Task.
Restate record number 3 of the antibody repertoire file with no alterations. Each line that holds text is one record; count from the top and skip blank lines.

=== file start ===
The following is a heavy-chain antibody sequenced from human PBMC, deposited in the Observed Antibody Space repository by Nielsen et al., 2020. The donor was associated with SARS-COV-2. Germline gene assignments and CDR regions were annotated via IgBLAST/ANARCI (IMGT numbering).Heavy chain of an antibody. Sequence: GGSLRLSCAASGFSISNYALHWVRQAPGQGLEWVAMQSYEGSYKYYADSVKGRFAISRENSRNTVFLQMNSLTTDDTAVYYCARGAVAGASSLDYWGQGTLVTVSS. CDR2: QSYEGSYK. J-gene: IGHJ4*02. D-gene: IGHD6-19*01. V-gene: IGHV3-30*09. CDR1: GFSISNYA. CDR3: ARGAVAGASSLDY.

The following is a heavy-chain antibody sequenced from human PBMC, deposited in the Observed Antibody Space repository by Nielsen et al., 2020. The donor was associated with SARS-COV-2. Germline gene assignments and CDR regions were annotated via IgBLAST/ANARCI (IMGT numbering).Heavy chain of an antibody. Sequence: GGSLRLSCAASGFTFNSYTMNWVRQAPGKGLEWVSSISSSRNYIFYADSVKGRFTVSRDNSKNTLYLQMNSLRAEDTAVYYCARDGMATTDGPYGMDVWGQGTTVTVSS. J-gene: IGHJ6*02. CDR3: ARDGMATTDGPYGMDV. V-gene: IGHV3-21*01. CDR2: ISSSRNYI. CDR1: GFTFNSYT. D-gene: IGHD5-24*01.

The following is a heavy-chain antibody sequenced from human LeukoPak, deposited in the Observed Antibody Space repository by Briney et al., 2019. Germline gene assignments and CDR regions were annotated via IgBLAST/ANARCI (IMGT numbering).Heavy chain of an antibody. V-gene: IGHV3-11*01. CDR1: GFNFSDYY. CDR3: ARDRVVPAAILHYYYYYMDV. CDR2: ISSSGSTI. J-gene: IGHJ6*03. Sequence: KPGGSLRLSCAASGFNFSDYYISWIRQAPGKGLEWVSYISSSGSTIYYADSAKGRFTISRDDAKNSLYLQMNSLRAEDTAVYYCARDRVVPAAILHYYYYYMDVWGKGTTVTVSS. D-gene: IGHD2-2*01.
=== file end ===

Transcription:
The following is a heavy-chain antibody sequenced from human LeukoPak, deposited in the Observed Antibody Space repository by Briney et al., 2019. Germline gene assignments and CDR regions were annotated via IgBLAST/ANARCI (IMGT numbering).Heavy chain of an antibody. V-gene: IGHV3-11*01. CDR1: GFNFSDYY. CDR3: ARDRVVPAAILHYYYYYMDV. CDR2: ISSSGSTI. J-gene: IGHJ6*03. Sequence: KPGGSLRLSCAASGFNFSDYYISWIRQAPGKGLEWVSYISSSGSTIYYADSAKGRFTISRDDAKNSLYLQMNSLRAEDTAVYYCARDRVVPAAILHYYYYYMDVWGKGTTVTVSS. D-gene: IGHD2-2*01.